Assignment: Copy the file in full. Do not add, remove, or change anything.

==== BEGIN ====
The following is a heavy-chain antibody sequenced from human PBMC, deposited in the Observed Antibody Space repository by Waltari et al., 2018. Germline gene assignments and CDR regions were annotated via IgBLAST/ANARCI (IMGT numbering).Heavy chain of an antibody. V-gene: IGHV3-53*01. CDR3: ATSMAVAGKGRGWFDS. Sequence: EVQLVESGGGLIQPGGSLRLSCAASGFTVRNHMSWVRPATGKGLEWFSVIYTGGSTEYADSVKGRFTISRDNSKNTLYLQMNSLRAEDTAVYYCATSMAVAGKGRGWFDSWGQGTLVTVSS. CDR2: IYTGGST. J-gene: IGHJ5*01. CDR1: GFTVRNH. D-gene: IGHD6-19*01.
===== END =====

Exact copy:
The following is a heavy-chain antibody sequenced from human PBMC, deposited in the Observed Antibody Space repository by Waltari et al., 2018. Germline gene assignments and CDR regions were annotated via IgBLAST/ANARCI (IMGT numbering).Heavy chain of an antibody. V-gene: IGHV3-53*01. CDR3: ATSMAVAGKGRGWFDS. Sequence: EVQLVESGGGLIQPGGSLRLSCAASGFTVRNHMSWVRPATGKGLEWFSVIYTGGSTEYADSVKGRFTISRDNSKNTLYLQMNSLRAEDTAVYYCATSMAVAGKGRGWFDSWGQGTLVTVSS. CDR2: IYTGGST. J-gene: IGHJ5*01. CDR1: GFTVRNH. D-gene: IGHD6-19*01.